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Spain, Beginning Conquest of

The First Punic War resulted in a massive loss to the Carthaginian side. They were forced to hand over several Mediterranean Sea territories over to Rome, including the islands of Sicily, Corsica, Lampedusa, and Ustica among others. These events led to the conquest of Spain starting in 236 BC according to the Bible Timeline Chart with World History.

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The Treaty of Lutatius specified that Carthage would need to pay a heavy ransom so their prisoners of war could be freed by Rome. Plus a heavy compensation of 3,200 talent of silver (2,200 was paid in ten installments and 1,000 paid immediately). The First Punic War ended Carthage’s domination of the profitable Mediterranean trade and pushed them to seek a new place to reestablish their control.

This humiliation deeply affected one of Carthage’s greatest generals, Hamilcar Barca. He decided to make up for this loss by sailing west into Iberia into what is now the Mediterranean coast of Spain. A new colony was to be established in Spain, and it would serve as a new power base for Carthage. More importantly, Hamilcar planned Iberia to be the new base for Carthage’s future revenge against Rome. He took with him his whole family, but before they set sail, Hamilcar offered sacrifices to the Phoenician god Melqart. Then he made his young son, Hannibal, “swear that he would never become a friend to the Romans.” Hannibal agreed and Hamilcar, along with his family and some settlers, sailed to Spain.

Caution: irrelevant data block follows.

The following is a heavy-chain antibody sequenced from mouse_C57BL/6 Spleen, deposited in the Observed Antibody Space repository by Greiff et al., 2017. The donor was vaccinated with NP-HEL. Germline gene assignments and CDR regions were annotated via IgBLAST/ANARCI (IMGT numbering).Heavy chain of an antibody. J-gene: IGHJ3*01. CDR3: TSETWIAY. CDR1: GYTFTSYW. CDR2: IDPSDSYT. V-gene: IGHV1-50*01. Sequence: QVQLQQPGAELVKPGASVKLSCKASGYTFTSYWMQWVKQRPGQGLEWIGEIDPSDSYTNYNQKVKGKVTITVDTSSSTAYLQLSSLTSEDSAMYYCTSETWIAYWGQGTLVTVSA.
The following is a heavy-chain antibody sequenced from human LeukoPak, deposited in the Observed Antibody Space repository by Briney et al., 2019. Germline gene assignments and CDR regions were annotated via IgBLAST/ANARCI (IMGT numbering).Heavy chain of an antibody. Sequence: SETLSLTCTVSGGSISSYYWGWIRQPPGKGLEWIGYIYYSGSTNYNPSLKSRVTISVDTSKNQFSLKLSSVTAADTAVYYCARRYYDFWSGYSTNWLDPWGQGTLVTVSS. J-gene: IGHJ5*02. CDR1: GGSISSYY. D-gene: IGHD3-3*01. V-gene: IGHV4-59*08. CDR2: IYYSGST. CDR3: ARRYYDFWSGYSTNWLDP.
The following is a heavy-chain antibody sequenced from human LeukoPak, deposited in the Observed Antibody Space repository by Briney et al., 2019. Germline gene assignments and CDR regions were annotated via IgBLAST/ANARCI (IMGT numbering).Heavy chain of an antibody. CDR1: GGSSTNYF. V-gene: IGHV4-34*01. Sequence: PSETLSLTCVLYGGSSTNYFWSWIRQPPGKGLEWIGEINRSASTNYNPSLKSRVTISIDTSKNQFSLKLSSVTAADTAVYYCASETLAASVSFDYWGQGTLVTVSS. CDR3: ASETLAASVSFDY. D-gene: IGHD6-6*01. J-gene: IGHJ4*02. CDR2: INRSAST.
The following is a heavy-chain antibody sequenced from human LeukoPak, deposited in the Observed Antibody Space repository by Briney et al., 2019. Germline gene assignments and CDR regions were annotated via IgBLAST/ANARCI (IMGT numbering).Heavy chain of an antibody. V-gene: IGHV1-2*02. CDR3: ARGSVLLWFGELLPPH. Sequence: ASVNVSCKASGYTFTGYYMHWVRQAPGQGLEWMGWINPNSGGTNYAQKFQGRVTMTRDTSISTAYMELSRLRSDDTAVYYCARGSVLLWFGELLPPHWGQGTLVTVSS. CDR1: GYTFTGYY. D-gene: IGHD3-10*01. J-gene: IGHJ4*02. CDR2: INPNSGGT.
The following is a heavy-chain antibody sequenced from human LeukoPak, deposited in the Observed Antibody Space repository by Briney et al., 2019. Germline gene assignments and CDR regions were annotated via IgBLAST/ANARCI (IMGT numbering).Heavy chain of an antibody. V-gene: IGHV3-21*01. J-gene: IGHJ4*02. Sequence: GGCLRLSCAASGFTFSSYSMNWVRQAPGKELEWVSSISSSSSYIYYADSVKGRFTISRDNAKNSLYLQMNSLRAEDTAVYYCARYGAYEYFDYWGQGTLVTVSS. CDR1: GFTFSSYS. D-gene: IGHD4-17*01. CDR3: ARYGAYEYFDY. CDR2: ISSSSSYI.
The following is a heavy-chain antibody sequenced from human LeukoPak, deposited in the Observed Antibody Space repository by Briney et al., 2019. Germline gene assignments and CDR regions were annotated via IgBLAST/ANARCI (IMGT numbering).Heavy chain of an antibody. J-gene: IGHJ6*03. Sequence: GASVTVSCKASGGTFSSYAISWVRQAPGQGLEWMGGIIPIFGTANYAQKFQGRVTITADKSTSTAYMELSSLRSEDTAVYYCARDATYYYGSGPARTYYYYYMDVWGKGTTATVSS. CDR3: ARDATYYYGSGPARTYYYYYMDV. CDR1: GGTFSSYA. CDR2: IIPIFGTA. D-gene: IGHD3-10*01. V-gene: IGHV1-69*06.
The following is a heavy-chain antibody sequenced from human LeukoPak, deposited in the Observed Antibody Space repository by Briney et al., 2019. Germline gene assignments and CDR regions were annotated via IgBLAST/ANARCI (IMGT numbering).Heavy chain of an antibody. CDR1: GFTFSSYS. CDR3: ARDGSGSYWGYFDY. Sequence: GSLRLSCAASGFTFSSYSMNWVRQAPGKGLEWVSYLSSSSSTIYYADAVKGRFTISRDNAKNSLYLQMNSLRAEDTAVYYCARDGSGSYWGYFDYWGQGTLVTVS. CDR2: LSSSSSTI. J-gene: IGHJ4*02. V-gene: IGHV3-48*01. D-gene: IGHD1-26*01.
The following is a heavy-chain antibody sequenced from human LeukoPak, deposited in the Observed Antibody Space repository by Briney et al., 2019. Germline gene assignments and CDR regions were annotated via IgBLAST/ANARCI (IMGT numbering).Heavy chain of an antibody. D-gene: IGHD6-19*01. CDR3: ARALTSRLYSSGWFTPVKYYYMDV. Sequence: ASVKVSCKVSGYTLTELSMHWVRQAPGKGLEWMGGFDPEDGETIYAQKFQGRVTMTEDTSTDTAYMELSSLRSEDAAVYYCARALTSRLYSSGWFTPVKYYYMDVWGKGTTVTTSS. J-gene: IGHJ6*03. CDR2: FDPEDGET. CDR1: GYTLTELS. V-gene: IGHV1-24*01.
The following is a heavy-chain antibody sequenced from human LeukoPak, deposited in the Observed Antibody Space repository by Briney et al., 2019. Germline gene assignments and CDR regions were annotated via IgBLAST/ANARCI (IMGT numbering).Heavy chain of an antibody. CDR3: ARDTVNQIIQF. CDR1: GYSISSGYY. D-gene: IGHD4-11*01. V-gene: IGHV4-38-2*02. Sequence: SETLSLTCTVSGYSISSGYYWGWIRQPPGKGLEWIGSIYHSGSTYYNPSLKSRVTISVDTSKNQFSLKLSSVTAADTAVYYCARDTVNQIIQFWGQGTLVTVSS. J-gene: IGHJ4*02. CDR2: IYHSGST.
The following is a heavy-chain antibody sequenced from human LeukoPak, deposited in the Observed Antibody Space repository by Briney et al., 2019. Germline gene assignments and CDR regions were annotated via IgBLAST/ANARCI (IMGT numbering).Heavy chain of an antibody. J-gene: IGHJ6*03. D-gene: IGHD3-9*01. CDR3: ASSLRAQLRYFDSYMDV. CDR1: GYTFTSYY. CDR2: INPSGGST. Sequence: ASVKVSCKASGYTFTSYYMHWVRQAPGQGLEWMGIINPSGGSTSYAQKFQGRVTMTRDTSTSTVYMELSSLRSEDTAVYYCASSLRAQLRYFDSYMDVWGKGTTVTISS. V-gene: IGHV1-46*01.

Spain
“Iberian Peninsula”

They reached Spain in 236 BC and set up a base in Gadir (present day Cadiz) as the center of Carthage’s new colony. According to Greek historian Polybius, Hamilcar spent nine years colonizing the eastern coast of Spain. The young Hannibal would grow up far from his homeland. His father colonized Spain using a combination of force and diplomacy while spies were sent to the Italian Alps in the north to look for a vulnerable place where they could invade. Hamilcar drowned in the Jucar River during an escape from the Celtic stronghold of Helike.

Hamilcar was succeeded by his son-in-law, Hasdrubal the Fair, as governor of Iberia. He was killed in 221 BC by one of the slaves of a Celtic king for revenge. His brother-in-law, Hannibal Barca, ruled the colony after his death and plotted his vengeance against Rome.

References:
Picture By NASA/ Jeff Schmaltz, LANCE/EOSDIS MODIS Rapid Response Team at NASA GSFC. – http://earthobservatory.nasa.gov/IOTD/view.php?id=83321&src=eoa-iotd, Public Domain, https://commons.wikimedia.org/w/index.php?curid=31578678
Bauer, S. Wise. The History of the Ancient World: From the Earliest Accounts to the Fall of Rome. New York: W.W. Norton, 2007.
“P145 Fragments of Book XXV.” LacusCurtius • Diodorus Siculus. http://penelope.uchicago.edu/Thayer/E/Roman/Texts/Diodorus_Siculus/25*.html
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